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Circular Catalyst: Why Diesel Turned to Spin-Off Brand to Launch Upcycled Garments

When Diesel developed the “For Responsible Living” strategy early in 2020 alongside sustainability consultancy group Eco-Age, the brand sought to launch a plan to “be the alternative” to prevent fabric waste. Soon after the partnership, Diesel unveiled the first iteration of its Diesel Upcycling For series dedicated to a more sustainable, circular, fashion industry.

The leader behind the project is Andrea Rosso, Diesel’s sustainability ambassador and upcycling artistic director, as well as the son of Diesel president and founder Renzo Rosso. Rosso is spearheading the ongoing series with six capsule collections created with different designers and without the use of any virgin materials.

“For me, to use waste is one of the most beautiful things that you can do,” Rosso said. “If you can create something and give a second life to a product that is destined for landfill, it’s better to stop and think about doing it. So we did, and the upcycling collection was born.”

The first of these collections, Upcycling for 55DSL, debuted during Milan Fashion Week in February with a launch party at the city’s flagship. Seamstresses at the store put together a performance, stitching the limited-edition garments as onlookers watched.

As former creative director of Diesel’s experimental spin-off 55DSL brand, Rosso took deadstock, samples and prototypes from the Diesel and 55DSL archives and stitched them together to create new more street-inspired garments for the ’90s-inspired capsule collection, which was designed and sold for the Spring/Summer 2020 season. For example, checked shirts and color swatches may be pieced together into fresh silhouettes, while mineral tie-dye treatments revamp the fabrics.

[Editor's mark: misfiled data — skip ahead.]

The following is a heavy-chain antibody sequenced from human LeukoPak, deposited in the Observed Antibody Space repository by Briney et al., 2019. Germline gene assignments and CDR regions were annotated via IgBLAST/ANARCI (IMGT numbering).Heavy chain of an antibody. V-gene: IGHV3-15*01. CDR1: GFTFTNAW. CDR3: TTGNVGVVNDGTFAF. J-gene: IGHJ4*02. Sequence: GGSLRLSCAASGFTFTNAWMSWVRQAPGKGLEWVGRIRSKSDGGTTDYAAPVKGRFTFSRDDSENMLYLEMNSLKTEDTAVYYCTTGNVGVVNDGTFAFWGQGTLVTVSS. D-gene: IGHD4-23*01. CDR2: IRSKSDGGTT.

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“We don’t go to the supplier, but instead we go to the warehouse where the yarns and fabrics were already produced years ago to scout out materials that we can bring back to life,” Rosso said.

The collection included 5,555 total pieces from a selection of approximately 30 styles, sold through various Diesel stores and wholesalers, as well as on their e-commerce site. Retail prices ranged between affordable and luxury, from $58 to $664.

Highlights of the upcycling collection included a hooded jacket made from recycled denim, a shirt crafted from two existing tops—one with a check pattern, the other made from denim—and even a satchel backpack exclusively crafted using existing denim fabric.

To ensure that shoppers get a full sense of traceability regarding the product, a QR code was printed inside each garment so anyone can scan and read its entire history, with a photographic timeline that includes details of the manufacturing process, materials used and the certifications for the product. Additionally, the packaging for the collection is designed to be 100 percent recyclable and consists of a small bag made 50 percent in biopolymer.

Although the capsule collections are designed to be released every six months (two per year for three years), the second collection has not been released, and Diesel and Rosso have been otherwise mum on the details of the collection. Getting this kind of project off the ground requires education for what materials to seek out and what techniques are most efficient, Rosso believes, as well as a little bit of internal motivation.

“It’s a kind of competition process through which everyone is trying their best in order to bring more innovation, more ideas,” Rosso said.